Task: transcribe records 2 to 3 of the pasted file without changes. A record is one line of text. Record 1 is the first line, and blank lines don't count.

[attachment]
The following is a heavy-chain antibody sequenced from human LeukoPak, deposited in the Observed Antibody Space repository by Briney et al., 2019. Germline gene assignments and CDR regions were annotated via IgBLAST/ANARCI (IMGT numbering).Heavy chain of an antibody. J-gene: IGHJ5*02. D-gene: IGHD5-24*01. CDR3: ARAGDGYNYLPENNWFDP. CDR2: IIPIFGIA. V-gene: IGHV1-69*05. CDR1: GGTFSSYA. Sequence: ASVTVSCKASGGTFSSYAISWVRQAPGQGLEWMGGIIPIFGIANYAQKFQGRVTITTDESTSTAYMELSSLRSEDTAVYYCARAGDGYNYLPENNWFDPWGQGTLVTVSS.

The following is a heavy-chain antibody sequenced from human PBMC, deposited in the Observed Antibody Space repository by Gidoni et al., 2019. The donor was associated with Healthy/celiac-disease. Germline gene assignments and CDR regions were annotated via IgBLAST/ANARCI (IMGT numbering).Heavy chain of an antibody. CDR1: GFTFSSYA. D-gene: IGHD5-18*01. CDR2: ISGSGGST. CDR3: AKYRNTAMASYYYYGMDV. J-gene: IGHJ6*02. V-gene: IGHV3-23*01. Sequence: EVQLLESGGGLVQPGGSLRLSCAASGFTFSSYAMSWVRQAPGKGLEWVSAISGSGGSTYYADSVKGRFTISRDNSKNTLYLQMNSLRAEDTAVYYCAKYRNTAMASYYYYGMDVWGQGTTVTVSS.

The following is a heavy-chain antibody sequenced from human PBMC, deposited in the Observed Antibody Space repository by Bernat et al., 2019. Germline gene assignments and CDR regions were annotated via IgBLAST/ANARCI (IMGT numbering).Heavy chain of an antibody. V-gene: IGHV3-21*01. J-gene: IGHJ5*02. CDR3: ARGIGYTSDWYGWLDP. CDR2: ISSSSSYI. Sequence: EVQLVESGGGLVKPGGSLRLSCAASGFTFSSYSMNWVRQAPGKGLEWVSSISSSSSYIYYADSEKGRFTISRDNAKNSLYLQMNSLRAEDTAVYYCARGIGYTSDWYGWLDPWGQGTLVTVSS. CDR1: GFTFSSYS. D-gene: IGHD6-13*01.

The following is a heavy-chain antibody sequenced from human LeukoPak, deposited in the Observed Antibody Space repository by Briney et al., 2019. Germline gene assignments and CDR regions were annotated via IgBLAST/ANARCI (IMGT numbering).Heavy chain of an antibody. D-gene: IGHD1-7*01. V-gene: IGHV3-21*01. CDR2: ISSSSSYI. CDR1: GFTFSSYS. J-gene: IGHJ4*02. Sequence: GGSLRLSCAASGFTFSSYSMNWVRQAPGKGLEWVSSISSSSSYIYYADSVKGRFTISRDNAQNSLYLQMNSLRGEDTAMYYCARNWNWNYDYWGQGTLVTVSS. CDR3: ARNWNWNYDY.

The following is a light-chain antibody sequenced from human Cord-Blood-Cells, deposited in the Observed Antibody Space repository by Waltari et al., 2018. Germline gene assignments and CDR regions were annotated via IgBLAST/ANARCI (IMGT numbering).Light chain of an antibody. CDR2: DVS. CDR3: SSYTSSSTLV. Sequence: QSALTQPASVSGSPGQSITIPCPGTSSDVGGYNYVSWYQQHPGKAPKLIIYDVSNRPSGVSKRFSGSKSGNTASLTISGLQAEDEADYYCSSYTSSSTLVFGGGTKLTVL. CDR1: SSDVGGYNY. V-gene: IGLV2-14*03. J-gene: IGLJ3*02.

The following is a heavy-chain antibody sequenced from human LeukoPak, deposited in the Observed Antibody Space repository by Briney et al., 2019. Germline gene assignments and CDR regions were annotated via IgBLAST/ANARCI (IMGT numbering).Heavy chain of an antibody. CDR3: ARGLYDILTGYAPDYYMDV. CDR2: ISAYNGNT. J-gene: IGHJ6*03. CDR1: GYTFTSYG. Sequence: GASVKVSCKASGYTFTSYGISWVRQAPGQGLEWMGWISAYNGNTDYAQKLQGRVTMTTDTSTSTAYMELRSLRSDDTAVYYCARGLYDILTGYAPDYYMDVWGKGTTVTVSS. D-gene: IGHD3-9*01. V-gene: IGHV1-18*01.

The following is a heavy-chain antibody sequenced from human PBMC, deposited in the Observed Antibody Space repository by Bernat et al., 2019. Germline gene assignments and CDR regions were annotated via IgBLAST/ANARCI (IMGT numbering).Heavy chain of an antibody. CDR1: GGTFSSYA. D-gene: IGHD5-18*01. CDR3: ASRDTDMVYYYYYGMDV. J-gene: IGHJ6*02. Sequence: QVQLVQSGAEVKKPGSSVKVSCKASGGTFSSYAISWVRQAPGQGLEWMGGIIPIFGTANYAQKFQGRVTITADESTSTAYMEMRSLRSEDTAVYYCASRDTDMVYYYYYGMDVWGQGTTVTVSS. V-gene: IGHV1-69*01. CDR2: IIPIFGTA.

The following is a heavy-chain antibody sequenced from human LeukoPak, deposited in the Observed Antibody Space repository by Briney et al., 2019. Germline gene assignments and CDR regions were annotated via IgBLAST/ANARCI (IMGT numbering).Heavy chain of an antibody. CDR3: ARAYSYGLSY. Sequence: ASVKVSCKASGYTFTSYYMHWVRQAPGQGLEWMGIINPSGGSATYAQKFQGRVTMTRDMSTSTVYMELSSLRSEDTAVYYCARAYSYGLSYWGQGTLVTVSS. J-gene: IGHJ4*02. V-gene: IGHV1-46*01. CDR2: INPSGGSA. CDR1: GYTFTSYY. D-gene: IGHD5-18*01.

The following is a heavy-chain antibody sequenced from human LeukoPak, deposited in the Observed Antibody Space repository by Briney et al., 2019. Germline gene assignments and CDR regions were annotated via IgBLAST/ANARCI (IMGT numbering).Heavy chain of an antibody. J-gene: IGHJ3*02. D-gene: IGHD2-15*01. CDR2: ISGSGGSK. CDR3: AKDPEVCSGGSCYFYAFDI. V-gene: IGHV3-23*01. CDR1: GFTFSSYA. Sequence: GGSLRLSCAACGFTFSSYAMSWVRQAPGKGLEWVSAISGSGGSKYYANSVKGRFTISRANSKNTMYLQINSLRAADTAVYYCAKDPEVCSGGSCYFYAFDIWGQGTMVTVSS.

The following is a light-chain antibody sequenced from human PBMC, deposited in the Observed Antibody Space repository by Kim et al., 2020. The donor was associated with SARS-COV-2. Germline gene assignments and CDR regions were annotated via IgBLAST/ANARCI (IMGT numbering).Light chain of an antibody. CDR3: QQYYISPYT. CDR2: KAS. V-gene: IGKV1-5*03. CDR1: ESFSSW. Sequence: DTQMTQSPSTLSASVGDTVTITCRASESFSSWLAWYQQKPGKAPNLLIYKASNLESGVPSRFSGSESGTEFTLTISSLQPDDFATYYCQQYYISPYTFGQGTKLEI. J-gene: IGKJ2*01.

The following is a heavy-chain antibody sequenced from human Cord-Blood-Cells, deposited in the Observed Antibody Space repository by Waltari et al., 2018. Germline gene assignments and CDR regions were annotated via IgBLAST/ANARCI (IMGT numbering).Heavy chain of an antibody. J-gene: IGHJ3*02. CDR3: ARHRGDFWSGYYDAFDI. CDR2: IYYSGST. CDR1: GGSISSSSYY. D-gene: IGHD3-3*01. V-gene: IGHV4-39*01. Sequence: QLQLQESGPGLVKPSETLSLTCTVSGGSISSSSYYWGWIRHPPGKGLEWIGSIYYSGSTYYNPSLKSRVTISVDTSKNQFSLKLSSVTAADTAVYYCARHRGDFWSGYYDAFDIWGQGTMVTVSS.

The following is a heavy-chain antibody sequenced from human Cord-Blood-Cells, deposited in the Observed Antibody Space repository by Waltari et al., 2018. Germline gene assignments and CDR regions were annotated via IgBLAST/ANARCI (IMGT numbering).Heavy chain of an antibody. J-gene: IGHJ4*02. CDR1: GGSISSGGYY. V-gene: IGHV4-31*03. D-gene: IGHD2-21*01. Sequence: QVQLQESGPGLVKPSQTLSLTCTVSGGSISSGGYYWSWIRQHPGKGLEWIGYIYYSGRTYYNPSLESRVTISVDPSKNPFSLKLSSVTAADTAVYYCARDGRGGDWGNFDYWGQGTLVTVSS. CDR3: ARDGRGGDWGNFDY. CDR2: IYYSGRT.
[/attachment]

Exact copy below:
The following is a heavy-chain antibody sequenced from human PBMC, deposited in the Observed Antibody Space repository by Gidoni et al., 2019. The donor was associated with Healthy/celiac-disease. Germline gene assignments and CDR regions were annotated via IgBLAST/ANARCI (IMGT numbering).Heavy chain of an antibody. CDR1: GFTFSSYA. D-gene: IGHD5-18*01. CDR2: ISGSGGST. CDR3: AKYRNTAMASYYYYGMDV. J-gene: IGHJ6*02. V-gene: IGHV3-23*01. Sequence: EVQLLESGGGLVQPGGSLRLSCAASGFTFSSYAMSWVRQAPGKGLEWVSAISGSGGSTYYADSVKGRFTISRDNSKNTLYLQMNSLRAEDTAVYYCAKYRNTAMASYYYYGMDVWGQGTTVTVSS.

The following is a heavy-chain antibody sequenced from human PBMC, deposited in the Observed Antibody Space repository by Bernat et al., 2019. Germline gene assignments and CDR regions were annotated via IgBLAST/ANARCI (IMGT numbering).Heavy chain of an antibody. V-gene: IGHV3-21*01. J-gene: IGHJ5*02. CDR3: ARGIGYTSDWYGWLDP. CDR2: ISSSSSYI. Sequence: EVQLVESGGGLVKPGGSLRLSCAASGFTFSSYSMNWVRQAPGKGLEWVSSISSSSSYIYYADSEKGRFTISRDNAKNSLYLQMNSLRAEDTAVYYCARGIGYTSDWYGWLDPWGQGTLVTVSS. CDR1: GFTFSSYS. D-gene: IGHD6-13*01.